More in What's Your Education Story?

School safety

Hiring more security officers in Memphis after school shootings could have unintended consequences

PHOTO: Jahi Chikwendiu/The Washington Post/Getty Images

Tennessee’s largest district, Shelby County Schools, is slated to add more school resource officers under the proposed budget for next school year.

Superintendent Dorsey Hopson earmarked $2 million to hire 30 school resource officers in addition to the 98 already in some of its 150-plus schools. The school board is scheduled to vote on the budget Tuesday.

But an increase in law enforcement officers could have unintended consequences.

A new state law that bans local governments from refusing to cooperate with federal immigration officials could put school resource officers in an awkward position.

Tennessee Education Commissioner Candice McQueen recently reminded school personnel they are not obligated to release student information regarding immigration status. School resource officers employed by police or sheriff’s departments, however, do not answer to school districts. Shelby County Schools is still reviewing the law, but school board members have previously gone on the record emphasizing their commitment to protecting undocumented students.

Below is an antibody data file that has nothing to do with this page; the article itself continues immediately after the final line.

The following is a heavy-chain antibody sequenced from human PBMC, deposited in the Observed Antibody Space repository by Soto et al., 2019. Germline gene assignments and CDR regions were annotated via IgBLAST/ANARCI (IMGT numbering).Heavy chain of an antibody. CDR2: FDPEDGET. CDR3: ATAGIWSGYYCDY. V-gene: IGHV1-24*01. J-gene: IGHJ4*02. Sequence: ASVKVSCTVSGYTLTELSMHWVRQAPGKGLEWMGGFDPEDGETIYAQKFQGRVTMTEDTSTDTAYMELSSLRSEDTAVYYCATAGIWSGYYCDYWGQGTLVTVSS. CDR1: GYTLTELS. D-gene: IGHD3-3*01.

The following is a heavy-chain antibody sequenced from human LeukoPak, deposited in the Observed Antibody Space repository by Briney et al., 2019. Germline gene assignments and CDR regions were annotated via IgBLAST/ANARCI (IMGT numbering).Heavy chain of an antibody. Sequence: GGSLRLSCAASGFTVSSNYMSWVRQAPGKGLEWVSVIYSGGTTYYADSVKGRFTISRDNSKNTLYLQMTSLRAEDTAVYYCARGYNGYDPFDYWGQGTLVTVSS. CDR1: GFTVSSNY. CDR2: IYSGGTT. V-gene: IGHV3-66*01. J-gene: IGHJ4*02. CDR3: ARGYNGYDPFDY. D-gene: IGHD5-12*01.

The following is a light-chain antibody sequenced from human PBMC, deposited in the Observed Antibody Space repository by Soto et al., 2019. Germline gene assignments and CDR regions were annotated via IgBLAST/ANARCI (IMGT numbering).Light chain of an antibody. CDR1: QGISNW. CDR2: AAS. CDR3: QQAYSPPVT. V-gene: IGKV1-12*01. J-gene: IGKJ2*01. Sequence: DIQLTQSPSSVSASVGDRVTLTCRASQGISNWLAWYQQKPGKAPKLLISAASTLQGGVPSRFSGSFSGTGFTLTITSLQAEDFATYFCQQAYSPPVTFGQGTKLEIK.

“Right now we are just trying to get a better understanding of the law and the impact that it may have,” said Natalia Powers, a district spokeswoman.

Also, incidents of excessive force and racial bias toward black students have cropped up in recent years. Two white Memphis officers were fired in 2013 after hitting a black student and wrestling her to the ground because she was “yelling and cussing” on school grounds. And mothers of four elementary school students recently filed a lawsuit against a Murfreesboro officer who arrested them at school in 2016 for failing to break up a fight that occurred off-campus.